If the recent Tamil film “Remo” was panned by critics for encouraging stalking, “Ism” takes stalking to newer heights.

Ism review Puri Jagannadh wastes talent for a movie which could vanish without a traceImage: Facebook/Puri Jagannadh
Flix Movie Review Friday, October 21, 2016 - 17:45

By Karthik Keramalu

Telugu director Puri Jagannadh made his debut in the year 2000. In 16 years, he has directed 30 films, which is quite an achievement. While most of his films have worked at the box office, some have disappeared without a trace and “Ism” could be one of them.

“Ism” has more than a dozen Puri-isms. The hero (Kalyan Ram) walks around like a loafer and follows the heroine (Aditi Arya) wherever she goes. If the recent Tamil film “Remo” was panned by critics for encouraging stalking, “Ism” would shock you as it takes stalking to newer heights.

Kalyan falls in love with Aditi the minute he sees her. After a couple of serendipitous meetings, he warns her saying he would tie a mangalsutra around her neck if they happened to stumble upon each other again. This is a sample from the first half of the movie. The second half of “Ism” goes on a different track altogether.

The first half of the story is set on an island in the Middle East, and the latter half in Hyderabad. With these two different settings, Puri imagines the lives of a journalist-cum-hacker and a crime lord. Jagapati Babu, who plays the suave Javed Bhai looks mature enough to play a mob boss. But his character is poorly written, and it seems as though he rose to the top of the crime circle purely because of luck.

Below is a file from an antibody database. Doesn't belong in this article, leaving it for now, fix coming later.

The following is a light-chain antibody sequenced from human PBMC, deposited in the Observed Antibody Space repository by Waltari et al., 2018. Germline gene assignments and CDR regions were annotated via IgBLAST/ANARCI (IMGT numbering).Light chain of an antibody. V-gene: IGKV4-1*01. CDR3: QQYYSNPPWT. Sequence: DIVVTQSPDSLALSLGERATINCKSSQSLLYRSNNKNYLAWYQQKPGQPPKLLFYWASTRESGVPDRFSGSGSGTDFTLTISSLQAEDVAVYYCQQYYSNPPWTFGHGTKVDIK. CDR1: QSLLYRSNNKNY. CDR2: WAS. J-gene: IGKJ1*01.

The Jr. NTR starrer “Temper”, which was directed by Puri, had an important emotional scene in a courtroom. It was about crimes against women. In “Ism”, it’s about corruption and black money. Even here, the hero faces the camera and performs a monologue. The idea of a hero losing his cool worked in “Temper”, but it isn’t the same in “Ism”, as the scene lacks tenacity.

A Puri film usually has at least 10 catch-phrases. “Ism” doesn’t even offer that. The dialogue “Yem Parledu, Yem Parledu,” that Kalyan Ram keeps saying when he finds himself in a sticky spot, stops being funny after a point.

If there has to be one question for Puri, it is this – “Where did Vennela Kishore go in the second half?” The man who brought smiles in the beginning disappeared later on.

The picturisation of “Podaade Poda Poda” is extremely silly and the title track sung by the director is another worthless addition.

 

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